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Electromagnetic spectrum: 9. The properties, uses and dangers of gamma radiation (ionising radiation)

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INDEX of physics notes: Properties and uses of electromagnetic radiation

9. The properties, uses and dangers of gamma radiation

The sources and properties of gamma radiation

In the breakdown of the unstable nucleus in radioactive decay, energy is released by the emission (usually) of three types of ionising radiation (nuclear radiation) called alpha particle radiation, beta particle radiation and gamma ionising radiation.

Gamma radiation emission often accompanies alpha and beta particle emission - its a way that a newly formed and temporarily unstable nucleus gets rid of its excess energy to become more stable.

Therefore you need a suitable radioisotope that gives out gamma radiation when the atoms decay.

When EM gamma radiation is absorbed, some of the wave energy is converted into heat, BUT gamma rays can cause ionisation - the process of knocking off outer electrons of atoms to create positive ions (see Part 10 ionisation for more details) - so gamma rays are an ionising radiation.

For more details on gamma radiation see:

What is Radioactivity? Why does it happen? Three types of atomic-nuclear-ionising radiation

Alpha, beta & gamma radiation - properties of radioactive nuclear emissions & symbols


The uses of gamma radiation

Gamma radiation can kill cells, but its not all bad news - sterilisation.

Radioactive gamma ray sources are used to sterilise medical equipment like surgical instruments at room temperature. If a microbe absorbs the gamma rays it is destroyed even if it is in a microscopic crevice - gamma rays are very penetrating! This is much more efficient that the old fashioned method of sterilising equipment in boiling hot water - the heat might damage delicate equipment.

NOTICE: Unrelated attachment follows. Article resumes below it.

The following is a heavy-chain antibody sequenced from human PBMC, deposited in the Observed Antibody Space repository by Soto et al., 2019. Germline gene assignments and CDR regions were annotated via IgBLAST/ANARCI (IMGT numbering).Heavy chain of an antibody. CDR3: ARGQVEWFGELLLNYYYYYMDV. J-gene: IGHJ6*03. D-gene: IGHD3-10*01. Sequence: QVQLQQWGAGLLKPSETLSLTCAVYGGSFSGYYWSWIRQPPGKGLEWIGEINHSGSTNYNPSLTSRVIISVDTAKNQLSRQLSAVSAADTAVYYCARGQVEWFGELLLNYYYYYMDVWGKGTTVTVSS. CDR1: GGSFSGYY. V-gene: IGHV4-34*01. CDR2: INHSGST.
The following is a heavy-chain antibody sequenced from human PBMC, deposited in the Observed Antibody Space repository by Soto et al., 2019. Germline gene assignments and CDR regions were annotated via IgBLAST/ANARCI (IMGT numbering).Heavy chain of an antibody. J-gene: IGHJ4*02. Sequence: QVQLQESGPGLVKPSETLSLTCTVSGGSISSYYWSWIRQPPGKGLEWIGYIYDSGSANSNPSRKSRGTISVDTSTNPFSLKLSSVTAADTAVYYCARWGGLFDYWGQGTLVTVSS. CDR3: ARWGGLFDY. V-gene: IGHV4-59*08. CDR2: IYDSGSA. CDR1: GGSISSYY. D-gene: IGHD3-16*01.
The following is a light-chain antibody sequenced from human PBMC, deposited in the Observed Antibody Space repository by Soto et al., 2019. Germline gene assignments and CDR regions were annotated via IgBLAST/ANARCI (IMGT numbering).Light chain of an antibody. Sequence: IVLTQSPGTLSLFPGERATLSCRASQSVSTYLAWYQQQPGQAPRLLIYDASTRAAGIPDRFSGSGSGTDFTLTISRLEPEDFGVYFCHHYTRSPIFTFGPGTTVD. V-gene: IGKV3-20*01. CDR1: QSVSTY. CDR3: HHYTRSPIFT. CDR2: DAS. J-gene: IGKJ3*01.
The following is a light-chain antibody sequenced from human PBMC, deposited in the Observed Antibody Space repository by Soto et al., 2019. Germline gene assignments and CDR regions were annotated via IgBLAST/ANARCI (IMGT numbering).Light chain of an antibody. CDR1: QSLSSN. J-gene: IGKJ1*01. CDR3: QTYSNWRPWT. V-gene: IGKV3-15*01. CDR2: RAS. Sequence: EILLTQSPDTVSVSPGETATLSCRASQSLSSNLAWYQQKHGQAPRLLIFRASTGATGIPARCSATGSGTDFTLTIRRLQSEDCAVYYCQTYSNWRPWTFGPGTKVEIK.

Packaged food can be sterilised in the same way.

Any remaining microbes can be killed after the cooking and packaging processes and once sterilised and sealed no microbes can get in to rot and degrade the food.

This ensures the food is fresh for longer (longer shelf-life) and safe to eat without having to preserve it any other way e.g. cooking or freezing.

Medical uses

As with sterilisation, gamma rays can be used to kill harmful cells such as cancer cells.

A beam of gamma radiation is directed through the body onto the cancer cells to kill them. The dose must be the minimum required because its quite difficult to avoid killing some healthy cells too. With most cancer treatments using gamma radiation, your immune system takes a bit of battering and with some radiotherapy treatments you can lose your hair.

As with X-rays, most people would accept a risk of harm from gamma rays compared to the risk of leaving an untreated cancer. Unfortunately, unlike having an X-ray where the side-effects are negligible, the side-effects of gamma radiation radiotherapy are quite substantial, but in most cases temporarily. This is a classic case of risk versus benefit.

Since gamma radiation can damage and kill cells, some water treatment plants sterilise the water by exposing it to gamma radiation to kill harmful bacteria.

Gamma rays are so powerful and penetrating that they are transmitted through skin, soft tissue and even bone.